Well, we did elect George W Bush at least once, so it is a hypotheses worth testing, I suppose. And though Ted Lee Eubanks’ blog post on the ABA Blog is really more about how the public is more into birds than birding, I find the idea that perhaps the fact that most Americans might not have what it takes to be birders interesting. What do you think?
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I think it’s not going to win any friends to the hobby (or the ABA) for them to stumble into that blog and be told they’re too dumb to bird.
I also think the statement that “[y]ou become an accomplished birder through study, not training” is way off base. No one becomes an accomplished birder by sitting around reading books or bird blogs. You go out and you find birds, preferably with more experienced birders.
If all of these assertions are true, how do we have middle-school students with life-lists in the hundreds and the ability to ID Empidonax species? How do we have pre-schoolers that can ID all their yard birds because mom and dad enjoy them and point them out? And all that without a college education? I think Ted’s post is rather insulting, actually, though I’m sure that was far from his intent. I do get his point about pushing people to love birds, not birding. I just don’t understand the need to assert that it’s due to lack of intelligence.
Kirby, you make some excellent points, as you so often do. Study helps, but birding benefits more from experience.
I usually like Ted’s take on issues, but the tone of this post feels wrong. Plus, I don’t know why he had to go after fantasy football… I love fantasy football!
I did like Ted’s point about perhaps changing the focus from recruiting more birders to simply encouraging people to be concerned about the birds and therefore their habitat.
I fully agree with that point as well, Robert. My last line of my second comment to Ted was: “we need to recruit others to the joy of birds first and let the joy of birding be born of that, if it will. That’s the path I took, and the map I strive to provide for others.”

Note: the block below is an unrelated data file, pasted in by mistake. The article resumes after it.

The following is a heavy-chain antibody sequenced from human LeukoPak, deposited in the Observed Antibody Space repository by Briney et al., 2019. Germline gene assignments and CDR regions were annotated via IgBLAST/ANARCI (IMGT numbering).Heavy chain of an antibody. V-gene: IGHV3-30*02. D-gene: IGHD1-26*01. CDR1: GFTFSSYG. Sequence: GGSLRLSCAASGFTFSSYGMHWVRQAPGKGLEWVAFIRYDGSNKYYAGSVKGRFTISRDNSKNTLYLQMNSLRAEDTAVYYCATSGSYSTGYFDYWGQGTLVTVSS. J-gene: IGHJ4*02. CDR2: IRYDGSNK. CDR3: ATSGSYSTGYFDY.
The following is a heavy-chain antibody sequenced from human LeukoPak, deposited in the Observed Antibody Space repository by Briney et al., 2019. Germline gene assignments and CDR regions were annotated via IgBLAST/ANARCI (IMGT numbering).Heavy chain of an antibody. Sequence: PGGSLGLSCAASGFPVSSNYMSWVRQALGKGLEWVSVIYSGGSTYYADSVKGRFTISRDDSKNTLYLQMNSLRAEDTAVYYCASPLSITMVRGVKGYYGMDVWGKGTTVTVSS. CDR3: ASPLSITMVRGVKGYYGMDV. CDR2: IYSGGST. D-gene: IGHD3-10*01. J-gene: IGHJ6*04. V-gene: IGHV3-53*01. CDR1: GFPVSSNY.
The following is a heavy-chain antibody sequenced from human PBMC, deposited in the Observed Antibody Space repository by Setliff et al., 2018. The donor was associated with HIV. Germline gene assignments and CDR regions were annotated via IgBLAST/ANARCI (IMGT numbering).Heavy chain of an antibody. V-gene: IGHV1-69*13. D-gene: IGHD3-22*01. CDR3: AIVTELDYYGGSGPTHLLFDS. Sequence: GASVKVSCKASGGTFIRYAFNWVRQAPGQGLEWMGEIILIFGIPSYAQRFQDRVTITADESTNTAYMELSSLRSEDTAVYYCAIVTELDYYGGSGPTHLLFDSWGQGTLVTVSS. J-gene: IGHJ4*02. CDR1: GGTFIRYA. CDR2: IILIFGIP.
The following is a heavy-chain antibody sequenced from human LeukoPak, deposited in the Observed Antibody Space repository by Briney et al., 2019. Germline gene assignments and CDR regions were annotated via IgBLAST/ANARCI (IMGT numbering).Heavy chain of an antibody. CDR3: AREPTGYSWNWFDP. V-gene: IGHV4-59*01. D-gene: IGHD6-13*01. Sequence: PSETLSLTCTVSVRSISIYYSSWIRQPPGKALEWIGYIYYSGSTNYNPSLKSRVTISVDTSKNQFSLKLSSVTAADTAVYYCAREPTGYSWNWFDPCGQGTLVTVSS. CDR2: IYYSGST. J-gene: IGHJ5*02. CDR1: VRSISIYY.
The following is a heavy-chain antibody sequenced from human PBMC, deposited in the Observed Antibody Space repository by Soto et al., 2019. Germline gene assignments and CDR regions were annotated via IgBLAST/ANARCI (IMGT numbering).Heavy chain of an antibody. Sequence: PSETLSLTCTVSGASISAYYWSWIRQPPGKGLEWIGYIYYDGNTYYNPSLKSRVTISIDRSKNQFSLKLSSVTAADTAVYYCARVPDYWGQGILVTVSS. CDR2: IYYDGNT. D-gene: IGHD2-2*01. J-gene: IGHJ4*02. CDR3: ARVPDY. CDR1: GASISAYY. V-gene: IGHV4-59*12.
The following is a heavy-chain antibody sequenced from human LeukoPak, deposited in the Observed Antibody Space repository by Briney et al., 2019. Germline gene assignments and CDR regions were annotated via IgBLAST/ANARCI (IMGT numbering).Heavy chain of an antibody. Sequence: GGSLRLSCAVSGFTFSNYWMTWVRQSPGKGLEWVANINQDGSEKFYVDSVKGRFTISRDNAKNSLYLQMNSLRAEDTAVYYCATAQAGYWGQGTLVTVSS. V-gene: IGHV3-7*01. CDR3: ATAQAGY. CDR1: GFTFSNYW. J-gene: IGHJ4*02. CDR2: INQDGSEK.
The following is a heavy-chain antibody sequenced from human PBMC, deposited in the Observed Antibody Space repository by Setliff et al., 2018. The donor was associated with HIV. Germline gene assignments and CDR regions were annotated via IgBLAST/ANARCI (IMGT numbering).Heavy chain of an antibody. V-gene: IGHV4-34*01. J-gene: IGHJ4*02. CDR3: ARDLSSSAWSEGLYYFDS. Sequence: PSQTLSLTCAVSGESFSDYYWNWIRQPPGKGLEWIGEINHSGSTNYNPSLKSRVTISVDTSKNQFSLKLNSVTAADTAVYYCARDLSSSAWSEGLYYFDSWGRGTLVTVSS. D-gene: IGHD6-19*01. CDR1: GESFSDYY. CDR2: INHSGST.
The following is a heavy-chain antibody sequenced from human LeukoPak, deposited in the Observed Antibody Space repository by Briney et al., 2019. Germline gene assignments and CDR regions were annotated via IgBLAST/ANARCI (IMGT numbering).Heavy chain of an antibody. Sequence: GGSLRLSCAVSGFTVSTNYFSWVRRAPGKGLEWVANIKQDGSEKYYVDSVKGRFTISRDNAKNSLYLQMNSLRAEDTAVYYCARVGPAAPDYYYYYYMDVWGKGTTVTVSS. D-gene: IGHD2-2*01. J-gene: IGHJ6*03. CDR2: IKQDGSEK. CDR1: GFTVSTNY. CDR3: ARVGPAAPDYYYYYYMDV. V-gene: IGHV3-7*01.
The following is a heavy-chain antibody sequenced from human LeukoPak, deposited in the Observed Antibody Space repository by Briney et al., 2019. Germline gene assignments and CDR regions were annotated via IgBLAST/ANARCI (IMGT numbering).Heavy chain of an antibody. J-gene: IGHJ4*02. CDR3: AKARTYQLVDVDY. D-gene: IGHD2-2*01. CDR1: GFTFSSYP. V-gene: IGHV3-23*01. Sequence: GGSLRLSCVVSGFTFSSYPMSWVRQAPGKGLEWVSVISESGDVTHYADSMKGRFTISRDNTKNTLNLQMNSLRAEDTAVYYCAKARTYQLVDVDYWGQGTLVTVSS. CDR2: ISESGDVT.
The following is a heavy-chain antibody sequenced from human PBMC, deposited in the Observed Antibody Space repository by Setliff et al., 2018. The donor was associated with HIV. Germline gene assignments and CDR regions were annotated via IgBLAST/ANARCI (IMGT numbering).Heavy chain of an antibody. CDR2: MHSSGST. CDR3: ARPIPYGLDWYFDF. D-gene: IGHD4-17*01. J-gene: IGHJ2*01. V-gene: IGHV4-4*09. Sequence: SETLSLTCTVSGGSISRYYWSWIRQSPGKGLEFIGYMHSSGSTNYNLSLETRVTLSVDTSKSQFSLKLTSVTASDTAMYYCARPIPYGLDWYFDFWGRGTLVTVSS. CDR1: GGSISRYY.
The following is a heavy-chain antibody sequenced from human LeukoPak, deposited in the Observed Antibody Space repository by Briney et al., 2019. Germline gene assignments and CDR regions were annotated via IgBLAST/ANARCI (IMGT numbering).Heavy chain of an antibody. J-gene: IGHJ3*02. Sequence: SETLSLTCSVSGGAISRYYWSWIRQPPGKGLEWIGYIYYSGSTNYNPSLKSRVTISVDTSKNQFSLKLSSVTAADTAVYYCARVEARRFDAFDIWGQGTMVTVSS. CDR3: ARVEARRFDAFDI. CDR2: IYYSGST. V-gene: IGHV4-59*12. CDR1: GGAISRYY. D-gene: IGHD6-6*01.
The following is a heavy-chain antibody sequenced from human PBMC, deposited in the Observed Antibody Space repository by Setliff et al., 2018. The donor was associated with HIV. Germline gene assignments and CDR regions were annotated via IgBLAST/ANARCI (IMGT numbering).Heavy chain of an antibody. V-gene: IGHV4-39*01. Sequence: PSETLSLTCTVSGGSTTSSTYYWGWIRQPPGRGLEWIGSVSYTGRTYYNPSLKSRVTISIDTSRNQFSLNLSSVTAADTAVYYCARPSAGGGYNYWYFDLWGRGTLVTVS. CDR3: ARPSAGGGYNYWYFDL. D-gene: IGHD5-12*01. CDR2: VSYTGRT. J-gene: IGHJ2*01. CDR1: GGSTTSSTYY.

As a European, I will graciously remain silent.
I almost always like Ted Eubanks’ thoughts but I agree that latest entry isn’t going to win over any casual birders who stumble upon that piece. I think becoming a great birder takes a substantial amount of study AND training. You don’t become a great field birder from just reading a lot of books but likewise just jumping into the field with no study isn’t going to get you very far either. The point about getting people to appreciate birds and habitat (even if they don’t ever become “birders”) is a great one. I have many relatives and friends who are much more appreciative of birds because of their association with me but in general I haven’t been successful in creating all that many hard-core birders (a couple and they were beginning birders to start with). Its really something people have to be interested in on their own, or at least have an inclination that way.
My suggestion is that you read the entire set of comments on the ABA blog. I am not sure how this headed in the “Americans are dumb” direction, but I believe if you read all of the text you will see that is not my point. If we write for brain surgeons, we will attract brain surgeons. If we write field guides, magazine articles, and websites for college-level reading, we will attract college-level readers. The average American comprehends at a middle-school reading level, and we write for college-level birders. If we want to recruit more people to caring about birds, we had better be sensitive to our audiences.
@Ted: I know that it wasn’t your point, and I mentioned that in my post. But you certainly made most Americans’ lack of knowledge about geography and lack of reading ability a point, and it is a point worth pondering for those trying to reach an audience beyond just the hard core birders.
Corey, I agree that America’s educational achievement (or lack thereof) is a topic for discussion. My interest, though, is how that impacts the interest in birds and birding. What I did not say, and could have added, is that educational achievement is historically low among African-Americans and Latinos, and they are underrepresented in birding as well. Writing succinct, simple content for a broad audience is not the same as “dumbing down,” no more so than writing for a young audience. Birding is esoteric enough on its own. I would hope that we can all accept the realities of the society we live, agree that none of this will change any time soon, and work to reach out to groups that otherwise are put off by what for many must seem like gibberish (try fuscous and kleptoparasitic for starters!).